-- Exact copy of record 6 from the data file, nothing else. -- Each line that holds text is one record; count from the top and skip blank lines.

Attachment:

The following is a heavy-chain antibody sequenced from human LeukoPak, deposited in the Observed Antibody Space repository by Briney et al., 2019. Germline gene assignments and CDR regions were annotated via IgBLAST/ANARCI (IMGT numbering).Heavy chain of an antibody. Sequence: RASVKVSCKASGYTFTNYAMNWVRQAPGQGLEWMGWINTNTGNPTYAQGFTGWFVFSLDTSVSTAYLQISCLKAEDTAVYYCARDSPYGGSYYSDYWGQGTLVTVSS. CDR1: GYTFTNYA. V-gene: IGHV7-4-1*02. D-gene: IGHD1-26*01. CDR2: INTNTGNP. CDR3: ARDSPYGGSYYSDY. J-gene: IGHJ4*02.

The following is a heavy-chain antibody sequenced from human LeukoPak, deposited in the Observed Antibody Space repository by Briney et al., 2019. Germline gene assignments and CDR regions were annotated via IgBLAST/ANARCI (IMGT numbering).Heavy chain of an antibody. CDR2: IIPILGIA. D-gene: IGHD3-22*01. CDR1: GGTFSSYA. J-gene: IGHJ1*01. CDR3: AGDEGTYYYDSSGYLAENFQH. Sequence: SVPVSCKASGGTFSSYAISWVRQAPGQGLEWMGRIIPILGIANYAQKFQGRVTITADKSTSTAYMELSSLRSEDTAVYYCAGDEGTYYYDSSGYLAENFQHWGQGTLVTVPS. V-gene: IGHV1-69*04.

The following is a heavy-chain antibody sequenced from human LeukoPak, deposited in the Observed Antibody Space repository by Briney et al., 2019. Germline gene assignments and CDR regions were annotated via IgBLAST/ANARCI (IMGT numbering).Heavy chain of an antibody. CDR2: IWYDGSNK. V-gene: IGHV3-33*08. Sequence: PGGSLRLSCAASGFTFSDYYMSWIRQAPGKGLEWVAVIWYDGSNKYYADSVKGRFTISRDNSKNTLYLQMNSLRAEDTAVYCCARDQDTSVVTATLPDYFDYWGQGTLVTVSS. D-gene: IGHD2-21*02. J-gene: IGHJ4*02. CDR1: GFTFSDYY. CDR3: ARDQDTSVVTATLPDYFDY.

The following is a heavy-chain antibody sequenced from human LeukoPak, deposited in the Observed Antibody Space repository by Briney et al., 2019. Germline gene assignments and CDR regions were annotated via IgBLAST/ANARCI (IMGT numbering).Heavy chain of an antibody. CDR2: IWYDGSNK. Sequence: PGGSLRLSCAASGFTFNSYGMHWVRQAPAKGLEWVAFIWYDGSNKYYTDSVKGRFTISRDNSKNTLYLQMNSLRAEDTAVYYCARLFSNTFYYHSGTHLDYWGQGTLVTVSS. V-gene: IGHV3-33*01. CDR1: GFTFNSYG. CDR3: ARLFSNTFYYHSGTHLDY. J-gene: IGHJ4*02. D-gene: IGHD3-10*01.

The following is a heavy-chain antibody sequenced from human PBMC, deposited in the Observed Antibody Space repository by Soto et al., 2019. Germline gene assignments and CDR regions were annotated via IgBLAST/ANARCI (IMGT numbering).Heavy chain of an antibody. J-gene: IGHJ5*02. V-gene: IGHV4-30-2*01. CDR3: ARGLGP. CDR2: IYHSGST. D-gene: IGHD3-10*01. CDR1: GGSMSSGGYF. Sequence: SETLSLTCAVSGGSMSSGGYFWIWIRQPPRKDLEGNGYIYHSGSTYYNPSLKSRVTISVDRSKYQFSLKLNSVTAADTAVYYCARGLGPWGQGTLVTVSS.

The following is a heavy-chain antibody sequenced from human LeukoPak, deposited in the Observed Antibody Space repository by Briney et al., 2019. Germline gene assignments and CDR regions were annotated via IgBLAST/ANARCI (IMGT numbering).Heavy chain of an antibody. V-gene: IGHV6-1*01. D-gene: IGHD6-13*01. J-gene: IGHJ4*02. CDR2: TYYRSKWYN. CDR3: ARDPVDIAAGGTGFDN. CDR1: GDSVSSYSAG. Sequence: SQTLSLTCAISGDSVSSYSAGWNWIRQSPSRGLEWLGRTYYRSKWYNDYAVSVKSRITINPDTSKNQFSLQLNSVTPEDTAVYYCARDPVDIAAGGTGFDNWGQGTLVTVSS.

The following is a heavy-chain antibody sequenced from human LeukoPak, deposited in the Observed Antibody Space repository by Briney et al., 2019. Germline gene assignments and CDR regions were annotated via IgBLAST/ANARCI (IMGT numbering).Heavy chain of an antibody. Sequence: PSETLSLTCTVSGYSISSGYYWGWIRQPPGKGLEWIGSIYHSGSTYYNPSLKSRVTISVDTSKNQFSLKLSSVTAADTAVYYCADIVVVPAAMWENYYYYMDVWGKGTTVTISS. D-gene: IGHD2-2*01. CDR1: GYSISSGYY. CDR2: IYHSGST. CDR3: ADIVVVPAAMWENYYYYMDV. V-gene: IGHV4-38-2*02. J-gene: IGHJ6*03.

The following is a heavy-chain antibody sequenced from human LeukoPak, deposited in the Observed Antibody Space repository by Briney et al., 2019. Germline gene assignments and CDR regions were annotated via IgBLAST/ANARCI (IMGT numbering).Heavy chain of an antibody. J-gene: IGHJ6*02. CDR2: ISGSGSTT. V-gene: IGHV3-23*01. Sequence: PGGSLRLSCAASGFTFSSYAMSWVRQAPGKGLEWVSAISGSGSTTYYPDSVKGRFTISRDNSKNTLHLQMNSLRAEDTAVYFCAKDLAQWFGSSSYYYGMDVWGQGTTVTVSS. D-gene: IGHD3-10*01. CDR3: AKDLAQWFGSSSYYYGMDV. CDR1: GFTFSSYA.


The following is a heavy-chain antibody sequenced from human LeukoPak, deposited in the Observed Antibody Space repository by Briney et al., 2019. Germline gene assignments and CDR regions were annotated via IgBLAST/ANARCI (IMGT numbering).Heavy chain of an antibody. V-gene: IGHV6-1*01. D-gene: IGHD6-13*01. J-gene: IGHJ4*02. CDR2: TYYRSKWYN. CDR3: ARDPVDIAAGGTGFDN. CDR1: GDSVSSYSAG. Sequence: SQTLSLTCAISGDSVSSYSAGWNWIRQSPSRGLEWLGRTYYRSKWYNDYAVSVKSRITINPDTSKNQFSLQLNSVTPEDTAVYYCARDPVDIAAGGTGFDNWGQGTLVTVSS.